In Europe, Pitt was still bent on those attacks on the coast of France which long experience had shown were of little use as means of successful war, but highly objectionable, as fraught with excessive inhumanity to the innocent people of the seaboard. This, his second expedition, was aimed at St. Malo. A fleet of eighteen ships of the line, thirteen frigates, with sloops, fire-ships, and bomb-ketches, was put under the command of Lord Howe; but as Sir Edward Hawke, his senior, struck his flag, and refused to serve as second, Lord Anson, to get rid of the difficulty, put himself nominally at the head of the squadron. The command of the troops was given to the Duke of Marlborough, a brave man, but destitute of the genius of his father, and Lord George Sackville and Lord Granby were under him. There were fourteen thousand troops of the line and six thousand marines. With these went a number of aristocratic volunteers, amongst them Lord Downe, Sir John Armitage, and Sir John Lowther, the possessor of fourteen thousand pounds a-year. On the 5th of June, 1758, the transports anchored in Cancale Bay, and next day the troops were landed and led against St. Malo. This town, built on one of a cluster of granite rocks which rise out of the sea on that iron-bound coast, they found too strongly fortified to storm, but they burnt a hundred and thirty privateers and a great quantity of small craft in the harbour, and then returned to their ships. They then sailed for Le Havre, but were prevented by the wind from doing the same damage, and so continued their voyage to Granville and Cherbourg, whence they were driven by storm; and thereupon coasting a considerable way farther, but to no purpose, the fleet returned to Portsmouth, the main result being a heavy expense. Fox and the Opposition in the Commons called it breaking windows with guineas; and the old king, who had expressed his dislike of this sort of warfare, said we should brag of having burnt the French ships, and the French of having driven us away.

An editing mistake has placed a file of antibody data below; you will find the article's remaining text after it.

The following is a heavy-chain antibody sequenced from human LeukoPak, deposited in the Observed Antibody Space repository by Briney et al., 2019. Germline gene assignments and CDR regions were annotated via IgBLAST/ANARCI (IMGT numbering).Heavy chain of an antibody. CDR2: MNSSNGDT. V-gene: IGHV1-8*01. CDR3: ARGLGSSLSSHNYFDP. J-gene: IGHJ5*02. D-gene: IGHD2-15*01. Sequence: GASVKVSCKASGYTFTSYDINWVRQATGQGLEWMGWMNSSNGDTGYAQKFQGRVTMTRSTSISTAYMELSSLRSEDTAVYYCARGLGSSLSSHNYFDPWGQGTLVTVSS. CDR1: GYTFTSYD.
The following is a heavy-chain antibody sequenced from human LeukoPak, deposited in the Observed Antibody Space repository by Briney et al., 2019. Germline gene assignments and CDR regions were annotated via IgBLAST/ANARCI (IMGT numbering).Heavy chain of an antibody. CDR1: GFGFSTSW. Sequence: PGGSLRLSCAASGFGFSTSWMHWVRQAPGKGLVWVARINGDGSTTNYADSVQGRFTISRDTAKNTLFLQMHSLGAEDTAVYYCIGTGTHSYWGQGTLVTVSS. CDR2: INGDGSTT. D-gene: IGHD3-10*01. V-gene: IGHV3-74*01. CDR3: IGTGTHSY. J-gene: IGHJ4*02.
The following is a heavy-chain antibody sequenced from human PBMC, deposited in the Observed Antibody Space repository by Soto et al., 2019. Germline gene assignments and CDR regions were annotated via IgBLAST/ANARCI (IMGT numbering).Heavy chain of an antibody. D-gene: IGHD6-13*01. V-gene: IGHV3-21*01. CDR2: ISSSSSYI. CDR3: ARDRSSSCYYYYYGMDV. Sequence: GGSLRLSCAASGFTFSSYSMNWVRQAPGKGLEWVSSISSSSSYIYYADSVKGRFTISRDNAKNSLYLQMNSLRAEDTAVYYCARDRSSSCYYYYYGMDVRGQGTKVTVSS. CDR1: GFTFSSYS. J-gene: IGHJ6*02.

Amongst those who hailed enthusiastically the French Revolution, and gave credit to its promises of benefit to humanity, were a considerable number of the Dissenting body, and especially of the Unitarian class. Amongst these, Drs. Price, Priestley, Kippis, and Towers were most prominent. Dr. Pricewho furnished Pitt with the theory of the Sinking Fund, and with other propositions of reform,on the breaking out of the French Revolution was one of the first to respond to it with acclamation. He was a member of the Revolution Society, and in 1789 he preached before it a sermon on "The Love of our Country," and in this drew so beautiful a picture of the coming happiness of man from the French Revolution, that he declared that he was ready to exclaim with Simeon, "Lord, now lettest thou thy servant depart in peace, for mine eyes have seen thy salvation." At the dinner on the same occasion he moved that a congratulatory address be sent to the National Assembly on that glorious event, which was seconded by Lord Stanhope the chairman, and which was sent, and received with great acclamation by the National Assembly. Burke, in his "Reflections on the French Revolution," was very severe on Price, as well as on his coadjutors; and as Price died this year it was said that the "Reflections" had killed him, which, were it true, could not be said[384] to have done it very prematurely, for the doctor was in his seventieth year. On the 10th of January the army came in sight of Corunna and the sea, but no transports could be seen in the bay. They were detained by contrary winds at Vigo, and the last hope of safety seemed cut off. Sir John, however, quartered his troops in Corunna, and determined to defend it manfully till the transports could get up. But great was his chagrin at the proofs of the miserable management of the Commissariat Department. On a hill above the town were four thousand barrels of gunpowder, which had been sent from England, and had been lying there many months, and the town was a great magazine of arms. Sir John replaced the weather-worn muskets of his troops with new ones, supplied them with fresh, good powder, and, after removing as many barrels of powder into the town as the time would allow, he blew up the rest, producing a concussion that shook the place like an earthquake.